Sunday, September 9, 2012

Jewish horror story takes ‘Possession’ of Hollywood

With an oddball cast featuring Kyra Sedgwick and Matisyahu, a new thriller borrows heavily from Yiddish folklore
A rabbi's son (Matisyahu) attempts to exorcise a dybbuk, or malevolent spirit,
from a young girl (Natasha Calis) in Hollywood thriller "The Possession"
(Photo credit: courtesy of Lionsgate)
The well-known icons and customs of Roman Catholicism have borne rich fruit in decades of scary movies. Audiences have flocked in recent years to films like “The Exorcism of Emily Rose,” “The Haunting in Connecticut” and “The Last Exorcism,” to name just a few, leaving Hollywood eager to think of new ways for malevolent spirits to inhabit the bodies of young women. Casting about for something fresh, Sam Raimi (the director of the first “Spider-Man” trilogy and the “Evil Dead” series) was wise enough to recognize the potential value in Hebraic horror.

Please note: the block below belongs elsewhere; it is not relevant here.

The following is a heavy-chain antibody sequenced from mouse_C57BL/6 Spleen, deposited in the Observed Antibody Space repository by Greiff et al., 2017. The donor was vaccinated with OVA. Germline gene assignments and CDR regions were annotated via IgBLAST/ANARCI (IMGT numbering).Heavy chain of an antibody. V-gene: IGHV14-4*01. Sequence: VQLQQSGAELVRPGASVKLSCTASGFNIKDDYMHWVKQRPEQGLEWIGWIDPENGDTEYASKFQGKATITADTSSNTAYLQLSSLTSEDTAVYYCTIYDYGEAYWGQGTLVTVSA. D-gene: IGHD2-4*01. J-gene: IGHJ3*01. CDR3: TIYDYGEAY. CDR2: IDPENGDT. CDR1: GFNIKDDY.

The resulting work, “The Possession” — which opened in Israel on Thursday and in the US on Friday — keeps things kosher by introducing the Old World folktale of the dybbuk box, a traditional Jewish winebox said to contain a dybbuk, or evil spirit.

With a cast including “The Closer” star Kyra Sedgwick, the film takes a bit of inspiration from a 2004 LA Times story about a man who believed he had purchased a real dybbuk box at a yard sale. Those who came into contact with the old object indeed encountered “bad luck,” for whatever reason — although other than its yard-sale provenance, that’s where the similarities between the “true story” and “The Possession” end. -- Jordan Hoffman, Times of Israel

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